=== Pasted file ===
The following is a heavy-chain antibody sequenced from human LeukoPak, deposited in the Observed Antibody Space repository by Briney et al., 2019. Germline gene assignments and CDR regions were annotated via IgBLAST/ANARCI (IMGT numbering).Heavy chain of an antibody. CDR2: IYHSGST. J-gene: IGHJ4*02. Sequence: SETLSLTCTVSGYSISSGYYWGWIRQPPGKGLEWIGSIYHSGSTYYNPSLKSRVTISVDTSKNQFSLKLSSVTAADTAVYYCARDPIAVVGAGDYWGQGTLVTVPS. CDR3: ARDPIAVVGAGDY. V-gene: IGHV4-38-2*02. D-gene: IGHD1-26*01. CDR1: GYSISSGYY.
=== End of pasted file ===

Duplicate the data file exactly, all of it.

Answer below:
The following is a heavy-chain antibody sequenced from human LeukoPak, deposited in the Observed Antibody Space repository by Briney et al., 2019. Germline gene assignments and CDR regions were annotated via IgBLAST/ANARCI (IMGT numbering).Heavy chain of an antibody. CDR2: IYHSGST. J-gene: IGHJ4*02. Sequence: SETLSLTCTVSGYSISSGYYWGWIRQPPGKGLEWIGSIYHSGSTYYNPSLKSRVTISVDTSKNQFSLKLSSVTAADTAVYYCARDPIAVVGAGDYWGQGTLVTVPS. CDR3: ARDPIAVVGAGDY. V-gene: IGHV4-38-2*02. D-gene: IGHD1-26*01. CDR1: GYSISSGYY.